The Richmond Register

Local News

February 21, 2013

Richmond to revisit requirement for false burglar, fire alarms

RICHMOND — Members of the Richmond City Commission agreed Tuesday to revisit the ordinance setting penalties for owners of fire and burglar alarms that sound more than three system-generated false alarms a year.

The review was prompted by a request from Commissioner Laura King and a resident who attended the commission’s work session. The resident’s complaint was prompted by a letter he received from the police department giving him three days to register his burglar alarm after his system generated a false alarm.

Under an ordinance adopted last March, owners of existing alarm systems are not required to register them until they generate a false alarm. However, installers are required to notify the city when they install new alarms.

If an alarm owner is out of town for an extended period, responding in three days after a letter is received would be difficult, the resident said.

Also, the permit form asks if firearms, hazardous materials or animals are present at the alarm site.

“Who has access to that information,” he asked, “and who can they share it with?”

Police Chief Larry Brock, City Attorney Garrett Fowles and most commissioners said they agreed a three-day response was too short. However, the chief said no one had been held to that time limit.

City Manager Jimmy Howard suggested the response time be extended to as many as 20 days, to which no one objected.

Brock said including information about firearms, hazardous materials and animals on the permit application was optional. He and Fowles said the form could be redesigned to indicate the information was not required.

The information sought on the permit application is routinely asked when a caller requests a police or fire department response, both Brock and Fire Chief Buzzy Campbell said. The information helps responders know what to expect when they arrive at a scene, they said.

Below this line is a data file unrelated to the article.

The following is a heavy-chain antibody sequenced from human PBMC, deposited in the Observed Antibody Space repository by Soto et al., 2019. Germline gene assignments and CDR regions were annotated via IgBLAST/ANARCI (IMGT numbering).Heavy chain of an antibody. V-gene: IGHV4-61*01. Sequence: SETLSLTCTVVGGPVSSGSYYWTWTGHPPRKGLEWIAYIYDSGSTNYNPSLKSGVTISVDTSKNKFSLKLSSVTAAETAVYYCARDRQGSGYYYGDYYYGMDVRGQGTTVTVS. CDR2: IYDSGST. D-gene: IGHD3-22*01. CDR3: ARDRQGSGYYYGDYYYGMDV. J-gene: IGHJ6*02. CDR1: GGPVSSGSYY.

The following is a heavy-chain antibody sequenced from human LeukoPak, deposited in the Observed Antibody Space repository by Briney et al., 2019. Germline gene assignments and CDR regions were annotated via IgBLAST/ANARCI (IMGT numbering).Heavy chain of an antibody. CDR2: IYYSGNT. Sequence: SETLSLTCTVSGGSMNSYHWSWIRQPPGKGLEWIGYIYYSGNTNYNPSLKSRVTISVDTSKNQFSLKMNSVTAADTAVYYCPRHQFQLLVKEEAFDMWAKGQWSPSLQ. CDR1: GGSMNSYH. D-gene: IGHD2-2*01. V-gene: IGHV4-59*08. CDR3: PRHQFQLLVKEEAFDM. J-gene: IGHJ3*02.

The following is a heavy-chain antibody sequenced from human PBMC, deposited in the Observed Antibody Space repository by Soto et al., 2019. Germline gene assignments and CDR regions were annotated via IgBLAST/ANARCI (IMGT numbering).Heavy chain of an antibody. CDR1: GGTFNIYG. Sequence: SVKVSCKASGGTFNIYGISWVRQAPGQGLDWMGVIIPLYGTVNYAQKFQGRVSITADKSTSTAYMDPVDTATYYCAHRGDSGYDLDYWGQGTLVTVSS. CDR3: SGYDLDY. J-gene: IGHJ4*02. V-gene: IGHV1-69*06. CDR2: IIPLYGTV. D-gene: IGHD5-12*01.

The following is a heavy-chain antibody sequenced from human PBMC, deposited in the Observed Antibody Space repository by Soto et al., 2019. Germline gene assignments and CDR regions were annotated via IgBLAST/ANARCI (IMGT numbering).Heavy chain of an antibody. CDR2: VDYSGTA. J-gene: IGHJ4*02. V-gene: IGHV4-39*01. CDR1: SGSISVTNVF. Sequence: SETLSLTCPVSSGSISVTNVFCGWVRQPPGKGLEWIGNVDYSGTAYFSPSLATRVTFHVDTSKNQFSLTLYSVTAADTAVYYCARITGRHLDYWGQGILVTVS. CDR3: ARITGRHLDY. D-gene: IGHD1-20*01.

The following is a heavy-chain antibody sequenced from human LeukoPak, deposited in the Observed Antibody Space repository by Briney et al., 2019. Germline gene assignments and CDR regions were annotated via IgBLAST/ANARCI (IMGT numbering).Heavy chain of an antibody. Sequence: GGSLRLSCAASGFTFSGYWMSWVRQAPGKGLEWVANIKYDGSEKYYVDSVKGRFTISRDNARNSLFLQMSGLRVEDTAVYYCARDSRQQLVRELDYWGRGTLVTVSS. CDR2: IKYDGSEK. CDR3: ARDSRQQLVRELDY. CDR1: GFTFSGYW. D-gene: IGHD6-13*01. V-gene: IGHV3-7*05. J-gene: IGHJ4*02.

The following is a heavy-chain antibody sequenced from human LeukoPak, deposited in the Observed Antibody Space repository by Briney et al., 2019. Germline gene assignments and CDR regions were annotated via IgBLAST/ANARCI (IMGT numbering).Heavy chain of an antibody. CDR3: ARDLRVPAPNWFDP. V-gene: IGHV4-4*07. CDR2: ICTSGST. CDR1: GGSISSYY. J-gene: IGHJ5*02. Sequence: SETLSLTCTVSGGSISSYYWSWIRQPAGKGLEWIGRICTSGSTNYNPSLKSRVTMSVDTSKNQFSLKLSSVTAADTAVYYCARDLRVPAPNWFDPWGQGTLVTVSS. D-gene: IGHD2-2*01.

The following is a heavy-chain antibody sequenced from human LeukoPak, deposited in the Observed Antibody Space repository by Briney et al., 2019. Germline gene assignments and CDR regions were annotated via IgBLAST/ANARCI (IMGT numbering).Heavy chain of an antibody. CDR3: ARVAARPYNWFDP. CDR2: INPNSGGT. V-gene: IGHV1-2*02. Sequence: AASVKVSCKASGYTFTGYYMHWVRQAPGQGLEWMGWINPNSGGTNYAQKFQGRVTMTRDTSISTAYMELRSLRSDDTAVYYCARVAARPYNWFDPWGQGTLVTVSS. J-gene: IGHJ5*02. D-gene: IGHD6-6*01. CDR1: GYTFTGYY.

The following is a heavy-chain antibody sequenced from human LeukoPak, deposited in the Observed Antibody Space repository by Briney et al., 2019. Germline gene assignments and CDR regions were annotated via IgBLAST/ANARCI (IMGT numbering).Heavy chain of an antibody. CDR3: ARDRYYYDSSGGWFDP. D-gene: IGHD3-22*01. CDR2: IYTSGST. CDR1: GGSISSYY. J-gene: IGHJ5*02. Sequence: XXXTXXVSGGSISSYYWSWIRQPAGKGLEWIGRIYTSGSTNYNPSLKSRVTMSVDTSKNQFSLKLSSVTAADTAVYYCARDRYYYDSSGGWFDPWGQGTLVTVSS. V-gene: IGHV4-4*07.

When police respond to a burglar alarm, they always assume an armed burglar may be inside, Brock said. The question about hazardous or flammable materials is of more concern to firefighters.

King said three other constituents had voiced complaints to her about the ordinance. They were unable to attend Tuesday’s meeting, and she wanted the commission to hear from them before making revisions.

One complaint concerned the escalating fines levied for continued false alarms, she said.

After a third false burglar alarm, the ordinance calls for a fine of $50 each for the next two false alarms. The fine for the sixth and seventh false alarms is $100 each. Subsequent false alarms are subject to fine of $300 each.

The fines are heavier for false fire alarms. The fine for the fourth and fifth false alarm is $250 each; $500 each for the sixth and seventh, and $1,000 each for subsequent false alarm.

While up to two police officers respond to a burglar alarm, several firefighters and often two vehicles respond to fire alarms, Fowles said, explaining the different amounts.

The intent, however, is not to produce revenue but to motivate alarm owners to repair or replace faulty alarm systems, the city attorney said.

King said she thought the fines, especially $1,000 for eight or more false fire alarms, was too high.

One business owner had told her he was prepared to surrender the business license he had maintained for 30 years instead of risking a $1,000 fine.

Mayor Jim Barnes said he was opposed to lowering the fines because a business owner could reasonably be expected to repair or replace a system that had generated eight or more alarms in one year.

In the case of burglar alarms, King said burglars will attempt to trip an alarm to gauge police response time. A burglar once deliberately tripped a burglar alarm of hers eight times before being apprehended, she said.

Alarm fines may be appealed, Brock said, and he had waived the three fines that had been appealed to him.

Fines are not levied when a false alarm is generated by weather or some other cause beyond the owner’s control, he said, even if an owner accidentally trips an alarm.

While 33 systems have generated four or more false burglar alarms since the ordinance was adopted, the police chief said, only five had incurred six or more, with two incurring as many as nine.

Bill Robinson can be reached at editor@richmondregister.com or at 624-6690.

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